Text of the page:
New self-cleaning glass could help prevent fogging and glare
Researchers have come up with a new self-cleaning glass that is able to resist fogging and glare effects.
Washington: Researchers have come up with a new self-cleaning glass that is able to resist fogging and glare effects.
Such technology could lead to smudge-free touch screens for smartphones and tablets, or even cleaner, non-reflective windows for car drivers.
The new glass eliminates reflections and repels water droplets like “tiny rubber balls” bouncing off the ground, according to MIT News.
Its secret recipe consists of tiny surface features that resemble nanoscale cones — 1,000 times to 100,000 times smaller than the diameter of a human hair. If made inexpensively enough, the glass could end up in cameras, smartphones, televisions, solar panels, car windshields or even building windows.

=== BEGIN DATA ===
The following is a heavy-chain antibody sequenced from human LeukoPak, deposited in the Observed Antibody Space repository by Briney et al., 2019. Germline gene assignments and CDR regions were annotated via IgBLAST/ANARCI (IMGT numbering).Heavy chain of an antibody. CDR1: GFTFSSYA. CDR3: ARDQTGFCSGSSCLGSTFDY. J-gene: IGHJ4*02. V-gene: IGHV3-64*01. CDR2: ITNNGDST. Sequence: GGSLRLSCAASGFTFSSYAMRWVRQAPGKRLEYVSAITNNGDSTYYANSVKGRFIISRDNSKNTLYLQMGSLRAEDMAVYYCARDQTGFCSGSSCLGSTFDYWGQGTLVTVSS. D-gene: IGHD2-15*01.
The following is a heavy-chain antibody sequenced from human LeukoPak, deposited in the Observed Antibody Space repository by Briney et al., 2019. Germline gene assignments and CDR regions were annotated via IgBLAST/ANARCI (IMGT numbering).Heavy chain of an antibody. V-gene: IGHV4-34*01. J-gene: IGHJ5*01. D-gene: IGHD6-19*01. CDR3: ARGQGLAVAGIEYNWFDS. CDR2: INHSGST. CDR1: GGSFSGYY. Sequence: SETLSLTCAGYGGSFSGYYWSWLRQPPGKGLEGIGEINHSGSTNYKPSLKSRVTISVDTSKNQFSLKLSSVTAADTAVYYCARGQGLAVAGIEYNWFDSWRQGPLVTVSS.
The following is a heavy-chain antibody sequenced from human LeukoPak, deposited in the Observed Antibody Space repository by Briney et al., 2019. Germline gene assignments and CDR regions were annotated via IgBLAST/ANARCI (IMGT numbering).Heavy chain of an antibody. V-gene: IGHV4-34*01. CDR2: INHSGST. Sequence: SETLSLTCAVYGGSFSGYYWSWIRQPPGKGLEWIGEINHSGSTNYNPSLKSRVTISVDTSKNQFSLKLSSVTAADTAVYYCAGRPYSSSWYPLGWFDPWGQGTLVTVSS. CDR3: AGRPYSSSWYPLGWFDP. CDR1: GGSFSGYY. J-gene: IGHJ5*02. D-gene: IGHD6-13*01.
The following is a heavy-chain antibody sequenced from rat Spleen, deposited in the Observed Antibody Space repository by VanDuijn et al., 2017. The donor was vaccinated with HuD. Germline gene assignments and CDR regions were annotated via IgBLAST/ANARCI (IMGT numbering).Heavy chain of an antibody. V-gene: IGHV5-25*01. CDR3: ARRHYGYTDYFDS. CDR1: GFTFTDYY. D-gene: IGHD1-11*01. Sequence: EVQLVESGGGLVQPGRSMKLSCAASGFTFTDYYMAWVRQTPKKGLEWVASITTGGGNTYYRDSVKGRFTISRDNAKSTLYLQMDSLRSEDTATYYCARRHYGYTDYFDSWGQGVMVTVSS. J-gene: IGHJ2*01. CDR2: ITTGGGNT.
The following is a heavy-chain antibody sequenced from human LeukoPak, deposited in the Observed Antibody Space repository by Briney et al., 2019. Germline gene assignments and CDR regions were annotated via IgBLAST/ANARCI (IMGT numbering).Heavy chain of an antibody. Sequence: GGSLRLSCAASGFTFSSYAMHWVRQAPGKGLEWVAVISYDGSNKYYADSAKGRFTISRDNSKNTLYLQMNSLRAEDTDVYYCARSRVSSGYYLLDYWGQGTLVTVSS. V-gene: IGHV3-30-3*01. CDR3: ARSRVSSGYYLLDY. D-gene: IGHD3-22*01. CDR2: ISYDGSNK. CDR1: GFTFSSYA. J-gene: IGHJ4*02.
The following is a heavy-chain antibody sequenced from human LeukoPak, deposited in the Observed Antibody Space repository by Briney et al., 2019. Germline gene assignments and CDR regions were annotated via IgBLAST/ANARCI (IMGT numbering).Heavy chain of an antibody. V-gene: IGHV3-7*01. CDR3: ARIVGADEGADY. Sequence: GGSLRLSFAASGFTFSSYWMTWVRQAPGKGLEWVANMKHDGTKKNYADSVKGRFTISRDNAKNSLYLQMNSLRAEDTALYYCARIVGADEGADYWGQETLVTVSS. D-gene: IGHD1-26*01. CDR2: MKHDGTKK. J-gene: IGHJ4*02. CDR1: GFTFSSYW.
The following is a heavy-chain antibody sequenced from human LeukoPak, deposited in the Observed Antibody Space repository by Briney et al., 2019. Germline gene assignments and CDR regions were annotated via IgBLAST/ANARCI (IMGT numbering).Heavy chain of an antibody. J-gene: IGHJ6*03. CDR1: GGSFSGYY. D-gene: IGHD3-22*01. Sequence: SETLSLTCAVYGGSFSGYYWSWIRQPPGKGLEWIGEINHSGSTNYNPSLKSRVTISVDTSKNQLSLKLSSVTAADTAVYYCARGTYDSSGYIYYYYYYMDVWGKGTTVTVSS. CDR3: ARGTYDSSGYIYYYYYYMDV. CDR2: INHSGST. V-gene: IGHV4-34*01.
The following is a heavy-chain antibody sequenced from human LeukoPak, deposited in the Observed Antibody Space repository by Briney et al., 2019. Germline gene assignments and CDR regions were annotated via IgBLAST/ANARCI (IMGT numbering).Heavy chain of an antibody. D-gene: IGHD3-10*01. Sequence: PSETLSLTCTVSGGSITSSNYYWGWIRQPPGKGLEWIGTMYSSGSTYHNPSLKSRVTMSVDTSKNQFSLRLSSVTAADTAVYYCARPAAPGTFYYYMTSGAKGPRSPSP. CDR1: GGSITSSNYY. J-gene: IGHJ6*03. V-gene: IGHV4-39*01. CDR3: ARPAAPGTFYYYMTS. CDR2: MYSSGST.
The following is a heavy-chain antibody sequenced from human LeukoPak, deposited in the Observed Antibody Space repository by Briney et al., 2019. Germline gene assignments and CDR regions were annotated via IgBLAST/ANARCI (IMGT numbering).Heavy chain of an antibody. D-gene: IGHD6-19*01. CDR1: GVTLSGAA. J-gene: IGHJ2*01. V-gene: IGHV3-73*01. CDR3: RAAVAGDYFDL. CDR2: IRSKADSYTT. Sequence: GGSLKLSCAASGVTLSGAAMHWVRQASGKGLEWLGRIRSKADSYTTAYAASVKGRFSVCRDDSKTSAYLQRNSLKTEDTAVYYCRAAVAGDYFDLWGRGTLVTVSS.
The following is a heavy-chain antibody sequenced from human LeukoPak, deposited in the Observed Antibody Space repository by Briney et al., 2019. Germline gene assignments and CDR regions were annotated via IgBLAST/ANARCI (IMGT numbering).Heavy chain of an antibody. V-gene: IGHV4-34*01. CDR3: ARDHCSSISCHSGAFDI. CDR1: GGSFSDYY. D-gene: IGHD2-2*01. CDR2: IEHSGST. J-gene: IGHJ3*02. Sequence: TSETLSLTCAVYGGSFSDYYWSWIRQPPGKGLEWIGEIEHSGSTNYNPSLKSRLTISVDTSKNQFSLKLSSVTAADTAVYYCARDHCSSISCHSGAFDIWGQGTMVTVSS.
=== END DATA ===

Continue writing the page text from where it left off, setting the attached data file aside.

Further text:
“For the first time, as far as I am aware, this paper learns a lesson in manufacturing efficiency from nature by making an optimized anti-reflective and anti-fogging device,” said Andrew Parker, a senior visiting research fellow at Oxford University’s Green Templeton College in the U.K. (Parker was not involved in MIT`s work).
The researchers’ nanocones appear fragile — inspired by natural surfaces such as lotus leaves — but calculations show they can resist everything from raindrops in a strong downpour to wind-driven pollen, or even poking by curious humans.
Such self-cleaning could give a huge boost to solar power alone — many solar panels can lose 40 percent of their energy efficiency within six months because of accumulated dust and dirt.
Solar panels protected by the new glass could also avoid problems related to normal glass reflecting away useful sunlight.
The work is detailed in a paper published in the journal ACS Nano.